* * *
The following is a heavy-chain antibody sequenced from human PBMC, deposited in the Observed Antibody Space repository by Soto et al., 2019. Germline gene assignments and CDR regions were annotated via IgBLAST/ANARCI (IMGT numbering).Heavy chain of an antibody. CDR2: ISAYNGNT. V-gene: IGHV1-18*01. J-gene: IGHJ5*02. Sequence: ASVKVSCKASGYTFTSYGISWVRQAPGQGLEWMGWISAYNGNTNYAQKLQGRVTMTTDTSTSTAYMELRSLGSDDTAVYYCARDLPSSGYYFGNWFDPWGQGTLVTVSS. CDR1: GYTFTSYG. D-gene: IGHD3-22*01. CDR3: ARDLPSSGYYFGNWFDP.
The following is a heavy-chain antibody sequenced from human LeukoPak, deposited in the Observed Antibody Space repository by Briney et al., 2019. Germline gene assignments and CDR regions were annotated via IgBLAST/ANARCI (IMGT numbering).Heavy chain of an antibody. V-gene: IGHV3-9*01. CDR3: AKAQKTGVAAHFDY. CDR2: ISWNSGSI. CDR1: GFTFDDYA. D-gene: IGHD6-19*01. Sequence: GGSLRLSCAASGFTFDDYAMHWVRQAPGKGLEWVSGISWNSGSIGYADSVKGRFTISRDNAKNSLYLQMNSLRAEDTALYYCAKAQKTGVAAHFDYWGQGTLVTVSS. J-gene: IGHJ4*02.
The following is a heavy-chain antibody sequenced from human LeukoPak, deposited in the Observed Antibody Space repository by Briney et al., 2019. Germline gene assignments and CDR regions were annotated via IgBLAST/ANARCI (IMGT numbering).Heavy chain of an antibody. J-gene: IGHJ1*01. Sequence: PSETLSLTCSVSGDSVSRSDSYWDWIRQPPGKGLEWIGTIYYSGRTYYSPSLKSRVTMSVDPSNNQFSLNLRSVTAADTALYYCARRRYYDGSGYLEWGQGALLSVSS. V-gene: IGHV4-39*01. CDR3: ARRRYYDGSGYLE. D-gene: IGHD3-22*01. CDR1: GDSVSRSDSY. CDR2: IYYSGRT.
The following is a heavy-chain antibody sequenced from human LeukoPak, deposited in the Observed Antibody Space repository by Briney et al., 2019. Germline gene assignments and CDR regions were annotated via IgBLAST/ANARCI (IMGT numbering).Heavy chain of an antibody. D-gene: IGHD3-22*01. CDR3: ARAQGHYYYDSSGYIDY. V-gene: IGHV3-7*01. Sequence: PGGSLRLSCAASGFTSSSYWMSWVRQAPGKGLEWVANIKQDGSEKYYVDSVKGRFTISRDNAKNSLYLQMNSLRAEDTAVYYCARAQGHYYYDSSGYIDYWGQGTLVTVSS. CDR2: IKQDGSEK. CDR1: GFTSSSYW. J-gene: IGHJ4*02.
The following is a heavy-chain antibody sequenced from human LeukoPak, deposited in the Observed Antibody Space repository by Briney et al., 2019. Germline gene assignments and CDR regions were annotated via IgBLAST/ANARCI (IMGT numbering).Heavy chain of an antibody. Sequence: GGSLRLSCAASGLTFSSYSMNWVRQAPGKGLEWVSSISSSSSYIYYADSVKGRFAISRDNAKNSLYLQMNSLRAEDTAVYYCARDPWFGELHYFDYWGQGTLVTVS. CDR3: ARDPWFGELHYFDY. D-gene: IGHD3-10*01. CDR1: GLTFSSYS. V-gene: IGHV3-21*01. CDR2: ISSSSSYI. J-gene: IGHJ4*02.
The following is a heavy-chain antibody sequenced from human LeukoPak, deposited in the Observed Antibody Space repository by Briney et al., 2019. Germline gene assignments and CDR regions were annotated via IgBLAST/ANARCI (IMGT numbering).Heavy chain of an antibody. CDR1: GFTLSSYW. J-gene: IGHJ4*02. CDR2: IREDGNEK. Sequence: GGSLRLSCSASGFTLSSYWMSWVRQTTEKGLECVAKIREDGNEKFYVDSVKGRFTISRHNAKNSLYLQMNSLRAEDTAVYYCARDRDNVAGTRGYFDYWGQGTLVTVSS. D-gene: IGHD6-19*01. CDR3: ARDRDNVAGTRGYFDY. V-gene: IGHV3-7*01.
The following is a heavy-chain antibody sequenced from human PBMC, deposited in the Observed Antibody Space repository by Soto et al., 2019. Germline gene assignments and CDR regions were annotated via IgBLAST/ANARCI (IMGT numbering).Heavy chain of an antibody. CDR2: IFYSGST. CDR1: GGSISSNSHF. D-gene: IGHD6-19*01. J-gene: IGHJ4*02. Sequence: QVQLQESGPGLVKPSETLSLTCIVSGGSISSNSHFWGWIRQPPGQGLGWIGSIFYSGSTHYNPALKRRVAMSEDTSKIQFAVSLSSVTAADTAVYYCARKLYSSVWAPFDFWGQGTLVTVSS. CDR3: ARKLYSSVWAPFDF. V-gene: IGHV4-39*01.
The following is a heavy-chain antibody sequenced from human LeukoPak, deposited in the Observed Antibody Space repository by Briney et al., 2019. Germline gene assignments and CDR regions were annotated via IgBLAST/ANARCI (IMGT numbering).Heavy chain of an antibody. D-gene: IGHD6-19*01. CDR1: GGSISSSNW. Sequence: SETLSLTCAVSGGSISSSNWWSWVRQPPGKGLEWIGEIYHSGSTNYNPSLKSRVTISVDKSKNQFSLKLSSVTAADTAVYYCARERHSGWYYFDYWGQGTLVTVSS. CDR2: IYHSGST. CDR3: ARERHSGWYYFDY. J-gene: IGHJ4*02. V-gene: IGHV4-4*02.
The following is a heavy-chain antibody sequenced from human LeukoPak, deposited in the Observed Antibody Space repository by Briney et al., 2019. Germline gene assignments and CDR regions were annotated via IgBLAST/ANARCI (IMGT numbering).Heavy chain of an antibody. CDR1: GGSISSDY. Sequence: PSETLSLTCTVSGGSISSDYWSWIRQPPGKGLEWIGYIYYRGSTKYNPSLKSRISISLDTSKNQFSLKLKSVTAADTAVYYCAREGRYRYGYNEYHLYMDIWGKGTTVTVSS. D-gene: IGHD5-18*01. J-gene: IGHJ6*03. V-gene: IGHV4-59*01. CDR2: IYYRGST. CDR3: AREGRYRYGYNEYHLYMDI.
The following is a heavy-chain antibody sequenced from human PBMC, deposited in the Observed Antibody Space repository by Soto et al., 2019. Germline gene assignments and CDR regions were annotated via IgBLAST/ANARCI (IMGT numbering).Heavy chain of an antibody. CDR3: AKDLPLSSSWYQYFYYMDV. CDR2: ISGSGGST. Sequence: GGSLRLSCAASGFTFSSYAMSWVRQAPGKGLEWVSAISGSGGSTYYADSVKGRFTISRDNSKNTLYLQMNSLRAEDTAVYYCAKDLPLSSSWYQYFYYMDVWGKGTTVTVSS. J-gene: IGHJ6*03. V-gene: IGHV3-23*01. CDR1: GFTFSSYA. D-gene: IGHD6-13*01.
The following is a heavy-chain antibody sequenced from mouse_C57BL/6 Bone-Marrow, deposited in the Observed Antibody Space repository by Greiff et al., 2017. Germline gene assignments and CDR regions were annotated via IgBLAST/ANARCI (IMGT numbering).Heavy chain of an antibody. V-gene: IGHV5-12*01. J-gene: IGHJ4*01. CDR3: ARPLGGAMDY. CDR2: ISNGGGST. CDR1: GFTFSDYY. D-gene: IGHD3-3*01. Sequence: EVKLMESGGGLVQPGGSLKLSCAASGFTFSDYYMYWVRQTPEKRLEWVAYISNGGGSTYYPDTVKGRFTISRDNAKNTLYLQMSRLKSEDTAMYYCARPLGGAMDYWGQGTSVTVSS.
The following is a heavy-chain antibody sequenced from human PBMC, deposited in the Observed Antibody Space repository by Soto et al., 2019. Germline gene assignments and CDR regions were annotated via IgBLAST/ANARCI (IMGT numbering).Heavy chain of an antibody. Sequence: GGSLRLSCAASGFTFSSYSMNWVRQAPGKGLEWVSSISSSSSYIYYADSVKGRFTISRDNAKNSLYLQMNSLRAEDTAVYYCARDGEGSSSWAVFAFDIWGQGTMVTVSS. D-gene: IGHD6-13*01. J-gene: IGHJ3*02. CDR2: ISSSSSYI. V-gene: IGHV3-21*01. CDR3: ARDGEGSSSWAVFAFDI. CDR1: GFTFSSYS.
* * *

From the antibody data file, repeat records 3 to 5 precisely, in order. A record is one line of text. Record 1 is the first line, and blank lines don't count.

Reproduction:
The following is a heavy-chain antibody sequenced from human LeukoPak, deposited in the Observed Antibody Space repository by Briney et al., 2019. Germline gene assignments and CDR regions were annotated via IgBLAST/ANARCI (IMGT numbering).Heavy chain of an antibody. J-gene: IGHJ1*01. Sequence: PSETLSLTCSVSGDSVSRSDSYWDWIRQPPGKGLEWIGTIYYSGRTYYSPSLKSRVTMSVDPSNNQFSLNLRSVTAADTALYYCARRRYYDGSGYLEWGQGALLSVSS. V-gene: IGHV4-39*01. CDR3: ARRRYYDGSGYLE. D-gene: IGHD3-22*01. CDR1: GDSVSRSDSY. CDR2: IYYSGRT.
The following is a heavy-chain antibody sequenced from human LeukoPak, deposited in the Observed Antibody Space repository by Briney et al., 2019. Germline gene assignments and CDR regions were annotated via IgBLAST/ANARCI (IMGT numbering).Heavy chain of an antibody. D-gene: IGHD3-22*01. CDR3: ARAQGHYYYDSSGYIDY. V-gene: IGHV3-7*01. Sequence: PGGSLRLSCAASGFTSSSYWMSWVRQAPGKGLEWVANIKQDGSEKYYVDSVKGRFTISRDNAKNSLYLQMNSLRAEDTAVYYCARAQGHYYYDSSGYIDYWGQGTLVTVSS. CDR2: IKQDGSEK. CDR1: GFTSSSYW. J-gene: IGHJ4*02.
The following is a heavy-chain antibody sequenced from human LeukoPak, deposited in the Observed Antibody Space repository by Briney et al., 2019. Germline gene assignments and CDR regions were annotated via IgBLAST/ANARCI (IMGT numbering).Heavy chain of an antibody. Sequence: GGSLRLSCAASGLTFSSYSMNWVRQAPGKGLEWVSSISSSSSYIYYADSVKGRFAISRDNAKNSLYLQMNSLRAEDTAVYYCARDPWFGELHYFDYWGQGTLVTVS. CDR3: ARDPWFGELHYFDY. D-gene: IGHD3-10*01. CDR1: GLTFSSYS. V-gene: IGHV3-21*01. CDR2: ISSSSSYI. J-gene: IGHJ4*02.